THE WAY, WAY BACK C+
USA (103 mi) 2013 d: Nat Faxon and Jim Rash
It’s like spring break for adults. —Susanna (AnnaSophia Robb)
Beware of false advertising when it comes to summer movies, where one of the first out of the block, released over the 4th of July weekend, is THE WAY, WAY BACK, where a plethora of reviews are calling this similar in tone to LITTLE MISS SUNSHINE (2006), but don’t for a second believe it. While the two films share the same studio, Fox Searchlight, which is trumpeting the dubious connection in their ad campaign, and has two members of the same cast in Steve Carell and Toni Collette, both are a huge disappointment. This is the same studio, by the way, that sued director Kenneth Lonergan and considered his film 2011 Top Ten Films of the Year #2 Margaret unreleasable, so it sat unseen on the studio shelves for 6 years before releasing the film for a single week, making sure as few people as possible saw the film. And for those looking for laughs and a feelgood comedy…oops, we’re sorry, but this is a film about the devastating consequences of divorce and adult bullying, where the lives of kids are secondary and get tossed around like leaves in the wind. What’s missing in this film is any hint of character development, which was the strong suit of MISS SUNSHINE, filled with memorable, and even lovable, characters. Not so here, as Steve Carell plays the most obnoxious person in the universe, rivaling Ben Stiller in GREENBERG (2010), a loathsome character the audience will simply hate, while Allison Janney plays the second most obnoxious person in the universe, the crazy neighbor next door who constantly has a drink in her hand and whose high-pitched, hysterical laugh can be heard throughout, that insincere kind of laugh that only gets louder as the jokes get less funny. What these two have in common is their tunnel vision ability to ignore and alienate kids through the absolute worst parenting techniques, where the example they serve is little more than pathetic. What’s worse, the film uses their infantile behavior for comic laughs, reversing the roles, where it’s the adults who act recklessly and irresponsibly, while most of the children are all much more mature.
Written by Nat Faxon and Jim Rash, the duo who co-wrote (along with the director) Alexander Payne’s The Descendants (2011), though this was written before that film, where there appear to be two separate stories, the first of which involves the dysfunctional world of adults, where without any back story, a divorced mother Pam (Toni Collette, another troubled woman) and her painfully shy 14-year old son Duncan (Liam James), tag along with her new overbearing boyfriend Trent (Steve Carell), and his typically superficial daughter Steph (Zoe Levin) and head to Trent’s summer house on the beach in Massachusetts. The title references the position in the car where the anti-social Duncan chooses to sit, in the way, way back of the stationwagon facing in the opposite direction of the other occupants. When they arrive, Betty (Allison Janney) enthusiastically announces she’s off the wagon and greets them as an alcoholic disaster waiting to happen, while making excuses for the blasé behavior of her own two kids, Susanna (AnnaSophia Robb), a moody teenager a few years older than Duncan, and Peter (River Alexander), the youngest and most ignored kid in the movie, who has a problem with one traveling eye, so his mother continually wants him to wear a patch out of sheer embarrassment. By the end of the film, however, the kid is adorable. Another couple joins them, Kip (Rob Corddry), the neighbor with a boat, and his promiscuous wife Joan (Amanda Peet) that Trent continually leers at. While these adults have backyard barbeque and drinking parties that go on into all hours of the night and morning, occasionally indulging in a little weed as well, buying from one of the neighbor kids, they make Duncan’s life a living hell, especially Trent, who steamrolls him every chance he gets, literally squashing any sense of self-esteem, continually making him feel worthless. The only worse movie parent that comes to mind is the Reverend Harry Powell (Robert Mitchum) in The Night of the Hunter (1955), and he’s a psychopathic knife-wielding murderer.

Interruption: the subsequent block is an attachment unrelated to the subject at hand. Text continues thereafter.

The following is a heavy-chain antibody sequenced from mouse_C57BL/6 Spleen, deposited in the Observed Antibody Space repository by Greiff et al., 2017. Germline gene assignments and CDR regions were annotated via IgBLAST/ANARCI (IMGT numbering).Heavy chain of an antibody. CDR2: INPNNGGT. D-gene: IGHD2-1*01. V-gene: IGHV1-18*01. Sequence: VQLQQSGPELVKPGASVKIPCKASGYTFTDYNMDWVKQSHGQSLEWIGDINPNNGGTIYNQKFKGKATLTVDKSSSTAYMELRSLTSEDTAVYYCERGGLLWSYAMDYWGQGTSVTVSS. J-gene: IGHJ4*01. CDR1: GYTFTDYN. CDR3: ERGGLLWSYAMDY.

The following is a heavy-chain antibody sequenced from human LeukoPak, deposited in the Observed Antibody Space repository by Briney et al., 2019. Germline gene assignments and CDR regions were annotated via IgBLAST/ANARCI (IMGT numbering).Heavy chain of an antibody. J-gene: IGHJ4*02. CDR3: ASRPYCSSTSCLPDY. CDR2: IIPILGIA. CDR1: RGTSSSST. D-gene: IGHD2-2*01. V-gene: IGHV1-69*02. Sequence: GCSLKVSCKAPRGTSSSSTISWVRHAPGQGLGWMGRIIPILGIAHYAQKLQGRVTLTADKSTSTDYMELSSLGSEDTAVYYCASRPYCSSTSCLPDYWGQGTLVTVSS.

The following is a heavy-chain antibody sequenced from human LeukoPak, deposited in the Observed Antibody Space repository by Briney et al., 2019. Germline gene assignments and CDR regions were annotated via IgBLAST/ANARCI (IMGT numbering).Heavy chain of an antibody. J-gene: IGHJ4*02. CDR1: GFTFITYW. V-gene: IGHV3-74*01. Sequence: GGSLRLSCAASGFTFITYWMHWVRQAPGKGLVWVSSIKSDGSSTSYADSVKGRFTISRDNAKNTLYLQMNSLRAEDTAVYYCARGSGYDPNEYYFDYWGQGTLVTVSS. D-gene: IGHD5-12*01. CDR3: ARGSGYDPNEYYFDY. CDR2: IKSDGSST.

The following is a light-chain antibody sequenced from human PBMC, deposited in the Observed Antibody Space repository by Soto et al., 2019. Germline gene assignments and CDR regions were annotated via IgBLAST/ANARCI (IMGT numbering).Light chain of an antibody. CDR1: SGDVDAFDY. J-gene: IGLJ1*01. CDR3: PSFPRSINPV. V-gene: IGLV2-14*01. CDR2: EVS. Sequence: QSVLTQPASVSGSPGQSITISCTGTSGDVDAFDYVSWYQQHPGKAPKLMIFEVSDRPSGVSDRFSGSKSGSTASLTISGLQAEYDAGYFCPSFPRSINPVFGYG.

If you’re not bored to tears by the first half, where the generic sounding indie music is equally bland, showing no originality whatsoever, usually the staple for these kinds of films, as they’re usually about rebellious individuality, thankfully the film has a second half, where Duncan finds a water park on the other end of town, which may as well be another movie. While never reaching the sarcastic humor and observational honesty of Adventureland (2009), similarly set in an amusement park, this one includes still more infantile adults, like those working at the park, which includes both writers in amusing roles, and it also includes the co-manager Owen, Sam Rockwell, who is staggeringly hilarious in his role. Besides being a natural born clown that thrives on doing comedy bits and being the center of attention at an amusement park, causing grief to his more responsible wife Caitlin, Maya Rudolph, the other co-manager who actually has to run things, Owen turns out to be the friend that Duncan has been looking for, offering him a job there for the summer. Owen literally turns the kid’s life around, placing him in situations where he has to find his way, and then trusting that he’ll succeed, actually giving him a life that he never felt like he had. Trent only gets worse, twisting the screws of bad taste, while Duncan actually develops a friendship with the pretty girl next door, Susanna, while concealing the job, the developing relationships, and everything else from his family, who were ignoring him anyway except to berate him and boss him around. While Duncan is the star, he’s only mildly effective in the role, perhaps overly passive, and not all that interesting, while Sam Rockwell steals every scene he’s in, literally altering the focus of the film, becoming the only character worth paying attention to, delivering one of the best performances of his career. Because Rockwell is so funny, one might overlook the complexity of his growing friendship with Duncan, the way he nurtures the kid and treats him like an adult, even as he has his own personal growing up issues that need to be worked out. It’s a killer of a performance, one that deserves to be in a better film, which may be why the studio is hyping this film to be more than it is. In truth, the film raises some unpleasant social issues and then leaves them hanging at the end of the picture, never addressing the reality of what actually matters.